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Which of these bands is highly Over-Rated?

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I wouldn't classify Nickleback as overrated. I have never met someone who actually liked their music. I don't think I've even ever met someone who admitted to being able to tolerate them, actually. On this list I'd say the most overrated are Coldplay and RHCP (not to say they're the worst, or even bad at all)

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They're all overrated really... I'd give my topmost votes to Coldplay and RHCP. However, in the poll, I ticked everyone except Beck and the Beastie Boys.

My highest vote goes to (the unlisted) Radiohead obviously... a more blatant example of pop pretending to be alt. rock I have never seen. :/

My next highest vote would be Nirvana, for more sympathetic reasons. :(

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Wait... allow me to explain.

Radiohead is not a bad band. They just do not appeal to me. I can understand them appealing to other people and it's fine :thumbsup:

HOWever, Radiohead is a very complex band. They make complicated songs. They're intense. They really should be incredibly difficult to like and to understand and to 'get'. But no... no, no... they're #1 most played on last.fm. What?! They're not easy! They're not universally appealing! They're not pop! Well they weren't, they are now.

Nirvana - similar logic, explained so - The number of fans they actually have =/= the number of fans they should have.

So by overrated I don't mean they suck... I just mean that a disproportionate number of people like them.

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Well, yeah - that's where a substantial amount of the 'rating' comes from. The ones who just pretend. They're the ones who'll download In Rainbows for free, realise they're listening to an (ex) alternative band, feel very cool, buy/download OK Computer in an attempt to be part of the crowd and before you know it, Radiohead's at #1 and there are strange people partying in their last.fm shoutbox. :P

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There's a large number of people that buy Radiohead albums and nothing else

really the reason they sell so many albums is because of this incredibly dedicated base of about 750,000 people.

Now, when 750,000 people buy your album at once when it is first released, then you have the #1 album for a week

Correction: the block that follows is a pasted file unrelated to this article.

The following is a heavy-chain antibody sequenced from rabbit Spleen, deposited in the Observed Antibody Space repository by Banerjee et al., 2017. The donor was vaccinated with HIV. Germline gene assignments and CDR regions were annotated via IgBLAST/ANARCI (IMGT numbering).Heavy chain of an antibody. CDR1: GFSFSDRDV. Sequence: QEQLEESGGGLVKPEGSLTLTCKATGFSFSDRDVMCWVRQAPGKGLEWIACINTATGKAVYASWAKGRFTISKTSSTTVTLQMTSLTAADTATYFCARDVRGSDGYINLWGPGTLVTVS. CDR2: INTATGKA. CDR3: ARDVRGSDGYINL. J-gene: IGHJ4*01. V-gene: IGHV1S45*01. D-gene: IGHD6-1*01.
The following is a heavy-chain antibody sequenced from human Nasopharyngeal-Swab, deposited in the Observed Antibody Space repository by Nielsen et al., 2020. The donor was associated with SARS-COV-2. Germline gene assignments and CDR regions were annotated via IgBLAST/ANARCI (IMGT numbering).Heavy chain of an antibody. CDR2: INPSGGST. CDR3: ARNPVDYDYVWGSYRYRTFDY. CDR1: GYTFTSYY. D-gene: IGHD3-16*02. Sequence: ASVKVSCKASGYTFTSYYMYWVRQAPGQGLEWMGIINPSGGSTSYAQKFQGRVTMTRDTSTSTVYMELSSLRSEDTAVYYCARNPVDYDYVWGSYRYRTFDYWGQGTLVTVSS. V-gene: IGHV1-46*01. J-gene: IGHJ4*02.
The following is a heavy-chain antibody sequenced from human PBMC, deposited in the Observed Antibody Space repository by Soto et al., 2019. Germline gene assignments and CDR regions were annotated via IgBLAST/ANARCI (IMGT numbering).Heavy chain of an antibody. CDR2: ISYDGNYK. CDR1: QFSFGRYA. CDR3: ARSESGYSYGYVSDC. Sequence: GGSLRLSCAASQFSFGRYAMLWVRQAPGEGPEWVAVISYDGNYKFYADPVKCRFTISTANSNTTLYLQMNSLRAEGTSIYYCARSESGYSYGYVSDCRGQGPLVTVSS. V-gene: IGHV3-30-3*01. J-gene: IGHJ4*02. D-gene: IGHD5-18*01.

which, makes you famous.

Then there's a trickle of people who buy it, simply because of marketing, or they've heard a little radiohead before (Karma Police or High and Dry....) or they saw that it was the number one album and picked it up.

Or it could be hold over from OK Computer, an album that was very appealing to everybody, and continues to make new Radiohead fans today.

But, there numbers come down to that dedicated core of people.

Secondly, it's kind of snobbish to say that the average person cannot 'understand' or 'enjoy' radiohead, they make music, very nice, very good music, something that anyone can enjoy.

And it's those kinds of 'You can't get it' attitudes that (help) prevent people from either listening to Rdiohead or enjoying it.

On the other hand

sometimes people don't take the time to listen to anything that falls out of their paradigm.

It's unfortunate, but it happens.

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'scuse me, I don't get Radiohead. It's just 'nice' music to me. Which is nice, enjoyable, tra la la, :headphones: etc. (if you're into that sorta music in the first place). But if that is all there is to it, then I retract my alt. rock classification all together and call them 'pop' straight out.

There's more to music (theirs or anyone else's) than just 'tra la la, :headphones:' - always something to 'get'. I think so, anyway. Like - some types of music just 'speak' to more people and some to less. I'd expect Radiohead to be in the 'less' category and it surprises me to see them so POPular.

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but they are pretty exclusive and independent, they just get a lot of press.

Their core fan base is about the same size as Pavements.

And technically anything that isn't classical, jazz, or folk is pop music

so be it 'indy' 'alt' 'shoegaze' it's all pop music.

But technically

since radiohead has some jazz stuff, they would be a jazz group that plays pop songs

or a pop group that plays jazz songs


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just because one doesn't understand the theory behind a song,

doesn't mean they don't get the song

see, theory is meant to be tool to help the musician write a song, using a set of guidelines (never really rules... guidelines)

Then those guidelines help write a song

the end product

is a song, a melody

some harmony

a piece

a work of art.

It is not theory begetting theory.

That's where jazz has it's downfall, as some compositions will get kind of up inside itself, and they become something for someone to 'get' that the point of the song is that a minor A with a sharp five is modulating to a major C# with a flat nine.

The song may still sound great, but the musician and some in the audience will insist that the listener must discern the flat nine and know that it is, in fact, a flat nine to understand the true intent or beauty of the piece.